Alcohol: Reducing the Risks
Minimizing Hangover Risks
The only completely effective method for preventing a hangover is to avoid excessive alcohol consumption (Pittler 2005; Mayo Clinic 2014; Verster 2010). However, several things can be done with the aim of reducing hangover risk:
- Drink moderately. A standard drink is 12 ounces of beer, 5 ounces of wine, or 1.5 ounces of liquor. The National Institutes of Health recommends that the safest way to consume alcohol is to limit intake to no more than three drinks on a given day for women or four drinks on a given day for men, AND no more than seven drinks per week for women or 14 per week for men (NIH 2016).
- Drink slowly. Alcohol is absorbed from the digestive tract less efficiently as blood alcohol rises. Drinking slowly allows time for blood alcohol to increase, reducing absorption (Cederbaum 2012).
- Eat. Food in the stomach reduces the absorption of alcohol. Foods high in fat, carbohydrate, and protein all reduce alcohol absorption similarly, as long as they are eaten before or during alcohol consumption (Cederbaum 2012).
- Drink tea. A study looking at the effects of 20 different beverages on alcohol metabolism in mice found that black tea had a strong stimulating effect on the enzyme that breaks down acetaldehyde, while green tea promoted the breakdown of alcohol (Wang, Zhang 2016).
- Drink water. Drinking water may reduce the rate or amount of alcohol ingested (Mayo Clinic 2014), while carbonated water may encourage the breakdown of acetaldehyde (Wang, Zhang 2016).
- Do not smoke. Smoking on heavy drinking days has been associated with greater likelihood and increased severity of hangovers (Jackson 2013).
- Be aware of medication interactions. Because some medications inhibit, block, or are metabolized by alcohol dehydrogenase and other liver detoxification pathways, excess alcohol can decrease clearance of these drugs, increasing the risk of adverse side effects and toxic overdose. Conversely, with chronic alcohol use, detoxification activity can be chronically upregulated, accelerating medication clearance and decreasing their effects in the body, even in the absence of high alcohol levels. In addition, some medications, such as aspirin and acid-blocking agents like cimetidine (Tagamet) and ranitidine (Zantac), interfere with alcohol breakdown and increase alcohol sensitivity (Cederbaum 2012). Older adults are more vulnerable to alcohol-medication interactions due to age-related changes in absorption, circulation, and metabolism of alcohol and drugs (Moore 2007).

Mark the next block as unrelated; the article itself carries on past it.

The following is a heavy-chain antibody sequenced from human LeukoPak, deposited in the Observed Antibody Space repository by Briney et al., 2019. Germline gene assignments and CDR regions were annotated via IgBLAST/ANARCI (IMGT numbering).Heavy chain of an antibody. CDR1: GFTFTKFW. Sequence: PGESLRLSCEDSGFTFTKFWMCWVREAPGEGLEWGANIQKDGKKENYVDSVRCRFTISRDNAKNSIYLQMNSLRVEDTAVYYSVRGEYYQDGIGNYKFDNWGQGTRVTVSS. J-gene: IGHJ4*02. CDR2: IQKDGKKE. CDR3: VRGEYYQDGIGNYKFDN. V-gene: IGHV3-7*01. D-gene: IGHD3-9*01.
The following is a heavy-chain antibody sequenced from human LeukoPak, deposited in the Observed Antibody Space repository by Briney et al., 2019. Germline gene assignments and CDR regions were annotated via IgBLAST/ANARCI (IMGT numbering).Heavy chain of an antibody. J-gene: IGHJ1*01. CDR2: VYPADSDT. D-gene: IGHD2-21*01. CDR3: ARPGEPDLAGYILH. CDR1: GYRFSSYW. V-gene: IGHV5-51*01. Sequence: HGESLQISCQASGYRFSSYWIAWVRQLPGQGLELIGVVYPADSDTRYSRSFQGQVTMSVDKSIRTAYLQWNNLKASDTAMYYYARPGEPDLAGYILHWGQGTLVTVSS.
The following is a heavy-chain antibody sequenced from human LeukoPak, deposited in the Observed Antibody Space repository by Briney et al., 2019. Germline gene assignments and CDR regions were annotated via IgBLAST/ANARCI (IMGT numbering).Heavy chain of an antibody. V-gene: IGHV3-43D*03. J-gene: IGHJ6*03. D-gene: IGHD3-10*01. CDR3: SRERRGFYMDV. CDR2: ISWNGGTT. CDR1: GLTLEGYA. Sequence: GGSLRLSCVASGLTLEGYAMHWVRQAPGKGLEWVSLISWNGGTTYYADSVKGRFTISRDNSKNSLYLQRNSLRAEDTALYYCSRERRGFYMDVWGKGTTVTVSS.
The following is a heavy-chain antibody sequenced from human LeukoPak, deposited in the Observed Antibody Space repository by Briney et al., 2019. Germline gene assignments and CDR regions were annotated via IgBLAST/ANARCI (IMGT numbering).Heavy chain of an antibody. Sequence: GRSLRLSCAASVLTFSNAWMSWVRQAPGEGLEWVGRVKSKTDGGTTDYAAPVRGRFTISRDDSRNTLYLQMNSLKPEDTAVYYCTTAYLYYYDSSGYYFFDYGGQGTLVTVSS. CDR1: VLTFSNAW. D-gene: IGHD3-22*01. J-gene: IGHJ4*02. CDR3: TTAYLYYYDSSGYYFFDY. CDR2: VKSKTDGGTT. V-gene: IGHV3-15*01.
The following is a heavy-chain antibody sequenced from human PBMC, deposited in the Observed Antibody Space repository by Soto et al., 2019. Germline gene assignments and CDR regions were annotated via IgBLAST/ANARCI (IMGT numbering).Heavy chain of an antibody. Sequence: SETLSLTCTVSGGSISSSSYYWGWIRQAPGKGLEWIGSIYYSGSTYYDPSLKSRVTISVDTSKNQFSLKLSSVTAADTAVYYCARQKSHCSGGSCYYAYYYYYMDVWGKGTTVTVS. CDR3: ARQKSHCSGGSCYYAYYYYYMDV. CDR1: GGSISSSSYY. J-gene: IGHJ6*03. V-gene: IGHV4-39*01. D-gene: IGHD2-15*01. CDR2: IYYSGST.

- Take into account the properties of various alcoholic beverages. Vodka has almost no congeners and may cause less severe hangover symptoms than the highest congener spirit, bourbon (Rohsenow, Howland, Arnedt 2010). Beer and wine may have fewer toxic effects than spirits (Addolorato 2008). Red wine contains high levels of polyphenols, including resveratrol, that may prevent some of the oxidative stress caused by its alcohol (Silva 2015), and light-to-moderate consumption of red wine has been linked with health benefits (Basli 2012; Saleem 2010). Beer, though containing fewer polyphenols than wine, is a source of B vitamins; moderate beer drinking has similar, if less powerful, protective effects as red wine, including reduced risk of cardiovascular disease, diabetes, high blood pressure, and some forms of cancer (Arranz 2012; Fernandez-Sola 2015).